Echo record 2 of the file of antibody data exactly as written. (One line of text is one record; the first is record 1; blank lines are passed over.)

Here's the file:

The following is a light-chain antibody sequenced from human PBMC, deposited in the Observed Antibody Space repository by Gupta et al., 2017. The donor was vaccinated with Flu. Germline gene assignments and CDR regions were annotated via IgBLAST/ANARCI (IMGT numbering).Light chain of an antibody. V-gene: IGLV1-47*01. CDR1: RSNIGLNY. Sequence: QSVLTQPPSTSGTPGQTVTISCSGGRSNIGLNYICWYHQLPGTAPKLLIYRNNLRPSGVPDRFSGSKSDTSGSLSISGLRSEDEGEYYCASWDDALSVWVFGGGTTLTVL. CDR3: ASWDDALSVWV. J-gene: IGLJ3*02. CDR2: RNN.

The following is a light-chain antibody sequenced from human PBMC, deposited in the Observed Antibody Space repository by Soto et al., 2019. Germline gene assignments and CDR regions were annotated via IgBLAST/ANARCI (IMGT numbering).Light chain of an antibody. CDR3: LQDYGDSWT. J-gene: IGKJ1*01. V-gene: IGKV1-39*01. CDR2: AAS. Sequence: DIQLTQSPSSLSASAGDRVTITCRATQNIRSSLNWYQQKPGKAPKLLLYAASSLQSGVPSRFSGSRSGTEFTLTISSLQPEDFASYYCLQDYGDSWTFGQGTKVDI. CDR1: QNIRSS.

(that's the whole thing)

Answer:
The following is a light-chain antibody sequenced from human PBMC, deposited in the Observed Antibody Space repository by Soto et al., 2019. Germline gene assignments and CDR regions were annotated via IgBLAST/ANARCI (IMGT numbering).Light chain of an antibody. CDR3: LQDYGDSWT. J-gene: IGKJ1*01. V-gene: IGKV1-39*01. CDR2: AAS. Sequence: DIQLTQSPSSLSASAGDRVTITCRATQNIRSSLNWYQQKPGKAPKLLLYAASSLQSGVPSRFSGSRSGTEFTLTISSLQPEDFASYYCLQDYGDSWTFGQGTKVDI. CDR1: QNIRSS.